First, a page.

According to Nikkei, Thailand’s constitutional court rejected a petition seeking a ruling on the validity of last month’s parliamentary vote. The vote prevented Mr. Pita from being re-nominated as a candidate for prime minister.
Earlier, Mr Pita also did not have enough support in votes on 13 July and 19 July as conservative MPs argued that the re-nomination of the MFP leader was against National Assembly rules.
The same day, 19 July, Thailand’s Constitutional Court suspended Mr. Pita’s status as a member of parliament until it ruled on a case alleging he was unfit to hold office Went. The Thai parliament also stripped Pita of his candidacy for the post of prime minister.
Mr. Pita Limjaroenrat at the National Assembly of Thailand on 19 July. Photo: Nikkei
Thailand’s Office of the Ombudsman filed a request on 24 July for the Constitutional Court to rule on whether the constitution can supersede parliamentary rules in the matter of prime ministerial elections.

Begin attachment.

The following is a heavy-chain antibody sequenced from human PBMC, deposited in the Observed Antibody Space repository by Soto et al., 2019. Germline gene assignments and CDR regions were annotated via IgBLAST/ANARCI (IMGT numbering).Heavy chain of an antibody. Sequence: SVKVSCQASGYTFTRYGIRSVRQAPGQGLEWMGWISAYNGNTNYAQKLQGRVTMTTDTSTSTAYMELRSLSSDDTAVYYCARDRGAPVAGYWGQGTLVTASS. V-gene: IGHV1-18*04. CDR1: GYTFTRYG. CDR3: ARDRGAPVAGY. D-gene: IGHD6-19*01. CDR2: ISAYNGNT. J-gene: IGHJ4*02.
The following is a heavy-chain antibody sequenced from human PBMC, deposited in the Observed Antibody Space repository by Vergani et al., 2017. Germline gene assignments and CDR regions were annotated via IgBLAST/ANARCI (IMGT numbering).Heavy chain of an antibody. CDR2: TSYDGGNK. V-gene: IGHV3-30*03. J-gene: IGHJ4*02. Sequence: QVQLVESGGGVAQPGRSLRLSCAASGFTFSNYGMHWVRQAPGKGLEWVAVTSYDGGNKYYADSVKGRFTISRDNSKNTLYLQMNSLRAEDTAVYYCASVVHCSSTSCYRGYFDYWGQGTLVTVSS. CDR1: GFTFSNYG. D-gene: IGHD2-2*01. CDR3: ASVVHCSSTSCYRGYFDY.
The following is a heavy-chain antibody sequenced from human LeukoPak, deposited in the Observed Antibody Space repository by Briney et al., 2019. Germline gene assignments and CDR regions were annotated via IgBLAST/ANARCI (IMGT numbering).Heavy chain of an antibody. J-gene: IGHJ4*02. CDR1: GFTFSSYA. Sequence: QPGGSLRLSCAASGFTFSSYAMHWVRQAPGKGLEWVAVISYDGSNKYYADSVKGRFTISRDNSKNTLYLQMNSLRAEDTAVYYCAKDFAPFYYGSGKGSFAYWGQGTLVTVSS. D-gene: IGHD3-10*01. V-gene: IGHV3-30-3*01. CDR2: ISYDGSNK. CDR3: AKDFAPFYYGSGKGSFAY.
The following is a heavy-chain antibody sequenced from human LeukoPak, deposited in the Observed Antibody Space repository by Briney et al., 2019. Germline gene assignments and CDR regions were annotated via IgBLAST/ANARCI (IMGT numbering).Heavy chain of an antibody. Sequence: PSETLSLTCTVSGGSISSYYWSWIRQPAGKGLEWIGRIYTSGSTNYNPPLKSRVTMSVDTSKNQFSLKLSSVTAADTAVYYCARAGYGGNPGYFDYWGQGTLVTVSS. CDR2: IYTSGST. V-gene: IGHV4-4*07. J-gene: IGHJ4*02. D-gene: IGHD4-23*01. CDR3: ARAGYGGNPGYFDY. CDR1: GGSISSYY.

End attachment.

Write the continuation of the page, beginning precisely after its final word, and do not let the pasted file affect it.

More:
The court said on 3 August that the review of the petition would take time and would not issue a decision until 16 August, thereby delaying the third round of prime ministerial elections.
On 16 August, the Constitutional Court of Thailand rejected the above petition, stating that the petitioner must be the person who directly abused the government’s rights and freedoms, while the petition for Mr. Pita was submitted by the Inspector . Therefore, the court unanimously dismissed the petition.
The MFP party won 151 of the 500 seats in the House of Representatives in the May 14 election. After Mr. Pita was blocked as the prime ministerial candidate, the Phu Thai Party led the effort to form a new government.
On 15 August, the MFP party said it would not support Phu Thai in the vote to choose the next prime minister because doing so would be “against the will of the people”.
It also means that the MFP party refuses to support Phu Thai’s prime ministerial candidate Shretha Thavisin.